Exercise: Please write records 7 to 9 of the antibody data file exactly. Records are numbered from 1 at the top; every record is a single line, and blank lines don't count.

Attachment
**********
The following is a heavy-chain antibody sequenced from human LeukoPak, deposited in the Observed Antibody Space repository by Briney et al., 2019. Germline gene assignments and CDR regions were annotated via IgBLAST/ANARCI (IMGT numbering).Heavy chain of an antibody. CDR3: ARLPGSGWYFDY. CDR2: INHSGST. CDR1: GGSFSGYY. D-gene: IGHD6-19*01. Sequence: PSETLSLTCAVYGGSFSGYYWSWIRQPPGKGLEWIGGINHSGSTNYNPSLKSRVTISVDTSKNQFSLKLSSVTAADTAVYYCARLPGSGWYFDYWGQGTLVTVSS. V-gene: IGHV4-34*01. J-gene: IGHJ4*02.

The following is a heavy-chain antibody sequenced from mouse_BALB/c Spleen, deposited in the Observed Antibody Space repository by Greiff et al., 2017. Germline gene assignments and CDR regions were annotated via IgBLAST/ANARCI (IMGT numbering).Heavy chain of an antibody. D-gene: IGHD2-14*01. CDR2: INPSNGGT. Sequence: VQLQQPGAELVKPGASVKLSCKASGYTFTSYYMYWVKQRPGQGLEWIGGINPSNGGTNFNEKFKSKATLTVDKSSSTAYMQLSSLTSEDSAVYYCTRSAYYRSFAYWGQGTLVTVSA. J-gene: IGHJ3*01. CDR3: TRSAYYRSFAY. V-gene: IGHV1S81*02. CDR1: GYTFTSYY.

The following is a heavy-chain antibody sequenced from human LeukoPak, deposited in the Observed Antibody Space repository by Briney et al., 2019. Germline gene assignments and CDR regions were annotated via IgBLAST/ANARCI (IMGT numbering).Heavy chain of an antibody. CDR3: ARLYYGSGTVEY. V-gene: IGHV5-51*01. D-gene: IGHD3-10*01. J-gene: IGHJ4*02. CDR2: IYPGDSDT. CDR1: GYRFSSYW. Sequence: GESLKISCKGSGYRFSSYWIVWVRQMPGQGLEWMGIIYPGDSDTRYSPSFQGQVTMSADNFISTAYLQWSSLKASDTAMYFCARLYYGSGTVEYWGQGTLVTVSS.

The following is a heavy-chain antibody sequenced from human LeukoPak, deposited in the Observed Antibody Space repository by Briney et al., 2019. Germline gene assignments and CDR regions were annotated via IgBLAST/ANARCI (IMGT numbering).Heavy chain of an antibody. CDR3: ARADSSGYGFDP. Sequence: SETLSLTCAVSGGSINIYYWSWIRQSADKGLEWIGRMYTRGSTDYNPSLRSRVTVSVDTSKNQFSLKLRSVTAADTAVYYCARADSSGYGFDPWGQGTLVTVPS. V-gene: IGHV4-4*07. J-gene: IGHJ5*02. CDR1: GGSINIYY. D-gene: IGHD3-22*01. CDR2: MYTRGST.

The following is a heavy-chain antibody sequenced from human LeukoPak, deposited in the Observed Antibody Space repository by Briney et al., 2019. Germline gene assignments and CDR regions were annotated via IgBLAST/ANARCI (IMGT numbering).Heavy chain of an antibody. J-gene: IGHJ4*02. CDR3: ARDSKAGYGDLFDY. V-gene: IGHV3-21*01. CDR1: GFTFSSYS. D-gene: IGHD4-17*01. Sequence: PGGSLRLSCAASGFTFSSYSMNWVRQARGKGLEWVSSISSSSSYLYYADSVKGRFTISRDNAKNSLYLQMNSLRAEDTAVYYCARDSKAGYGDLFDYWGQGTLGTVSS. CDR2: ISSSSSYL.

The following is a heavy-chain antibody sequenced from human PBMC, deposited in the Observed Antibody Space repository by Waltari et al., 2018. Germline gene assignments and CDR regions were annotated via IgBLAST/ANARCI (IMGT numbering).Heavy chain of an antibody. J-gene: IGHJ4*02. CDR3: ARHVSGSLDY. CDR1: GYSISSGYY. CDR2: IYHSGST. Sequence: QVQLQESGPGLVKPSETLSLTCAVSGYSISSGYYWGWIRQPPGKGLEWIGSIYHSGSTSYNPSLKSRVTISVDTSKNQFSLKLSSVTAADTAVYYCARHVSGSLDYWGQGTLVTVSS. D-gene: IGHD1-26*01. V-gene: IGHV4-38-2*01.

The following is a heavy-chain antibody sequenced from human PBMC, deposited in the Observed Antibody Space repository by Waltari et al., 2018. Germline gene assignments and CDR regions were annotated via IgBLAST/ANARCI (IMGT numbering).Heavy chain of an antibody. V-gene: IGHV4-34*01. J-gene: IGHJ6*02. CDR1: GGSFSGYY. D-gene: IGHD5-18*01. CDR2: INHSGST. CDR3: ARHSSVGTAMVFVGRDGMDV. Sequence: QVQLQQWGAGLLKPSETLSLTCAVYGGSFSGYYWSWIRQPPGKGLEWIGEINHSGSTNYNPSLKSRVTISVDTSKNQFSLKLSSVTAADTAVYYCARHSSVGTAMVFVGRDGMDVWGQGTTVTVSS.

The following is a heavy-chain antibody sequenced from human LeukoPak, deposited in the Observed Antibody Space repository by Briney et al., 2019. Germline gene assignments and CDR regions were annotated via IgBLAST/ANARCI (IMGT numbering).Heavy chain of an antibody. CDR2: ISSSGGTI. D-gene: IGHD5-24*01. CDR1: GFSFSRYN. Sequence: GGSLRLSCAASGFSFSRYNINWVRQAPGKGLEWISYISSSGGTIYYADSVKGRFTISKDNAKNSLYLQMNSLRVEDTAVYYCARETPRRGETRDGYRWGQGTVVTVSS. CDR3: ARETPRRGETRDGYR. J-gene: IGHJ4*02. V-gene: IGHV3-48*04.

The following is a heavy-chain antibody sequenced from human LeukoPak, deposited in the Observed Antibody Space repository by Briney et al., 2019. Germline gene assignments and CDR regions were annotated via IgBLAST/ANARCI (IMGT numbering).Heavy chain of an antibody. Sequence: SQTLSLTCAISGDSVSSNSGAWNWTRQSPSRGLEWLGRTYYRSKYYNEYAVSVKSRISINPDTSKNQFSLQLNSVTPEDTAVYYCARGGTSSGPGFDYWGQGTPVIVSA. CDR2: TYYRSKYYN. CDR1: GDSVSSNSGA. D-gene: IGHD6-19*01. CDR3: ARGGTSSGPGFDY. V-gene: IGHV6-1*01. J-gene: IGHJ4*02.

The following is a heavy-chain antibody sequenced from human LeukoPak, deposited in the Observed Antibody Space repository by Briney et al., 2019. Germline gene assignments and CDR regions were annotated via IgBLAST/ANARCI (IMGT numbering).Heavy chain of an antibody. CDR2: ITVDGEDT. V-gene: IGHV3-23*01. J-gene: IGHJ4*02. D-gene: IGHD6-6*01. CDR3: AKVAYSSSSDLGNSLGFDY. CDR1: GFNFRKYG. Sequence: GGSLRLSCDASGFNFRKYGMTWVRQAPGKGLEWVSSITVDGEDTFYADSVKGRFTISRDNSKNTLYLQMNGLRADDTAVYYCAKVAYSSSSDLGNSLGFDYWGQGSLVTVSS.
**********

The following is a heavy-chain antibody sequenced from human PBMC, deposited in the Observed Antibody Space repository by Waltari et al., 2018. Germline gene assignments and CDR regions were annotated via IgBLAST/ANARCI (IMGT numbering).Heavy chain of an antibody. V-gene: IGHV4-34*01. J-gene: IGHJ6*02. CDR1: GGSFSGYY. D-gene: IGHD5-18*01. CDR2: INHSGST. CDR3: ARHSSVGTAMVFVGRDGMDV. Sequence: QVQLQQWGAGLLKPSETLSLTCAVYGGSFSGYYWSWIRQPPGKGLEWIGEINHSGSTNYNPSLKSRVTISVDTSKNQFSLKLSSVTAADTAVYYCARHSSVGTAMVFVGRDGMDVWGQGTTVTVSS.

The following is a heavy-chain antibody sequenced from human LeukoPak, deposited in the Observed Antibody Space repository by Briney et al., 2019. Germline gene assignments and CDR regions were annotated via IgBLAST/ANARCI (IMGT numbering).Heavy chain of an antibody. CDR2: ISSSGGTI. D-gene: IGHD5-24*01. CDR1: GFSFSRYN. Sequence: GGSLRLSCAASGFSFSRYNINWVRQAPGKGLEWISYISSSGGTIYYADSVKGRFTISKDNAKNSLYLQMNSLRVEDTAVYYCARETPRRGETRDGYRWGQGTVVTVSS. CDR3: ARETPRRGETRDGYR. J-gene: IGHJ4*02. V-gene: IGHV3-48*04.

The following is a heavy-chain antibody sequenced from human LeukoPak, deposited in the Observed Antibody Space repository by Briney et al., 2019. Germline gene assignments and CDR regions were annotated via IgBLAST/ANARCI (IMGT numbering).Heavy chain of an antibody. Sequence: SQTLSLTCAISGDSVSSNSGAWNWTRQSPSRGLEWLGRTYYRSKYYNEYAVSVKSRISINPDTSKNQFSLQLNSVTPEDTAVYYCARGGTSSGPGFDYWGQGTPVIVSA. CDR2: TYYRSKYYN. CDR1: GDSVSSNSGA. D-gene: IGHD6-19*01. CDR3: ARGGTSSGPGFDY. V-gene: IGHV6-1*01. J-gene: IGHJ4*02.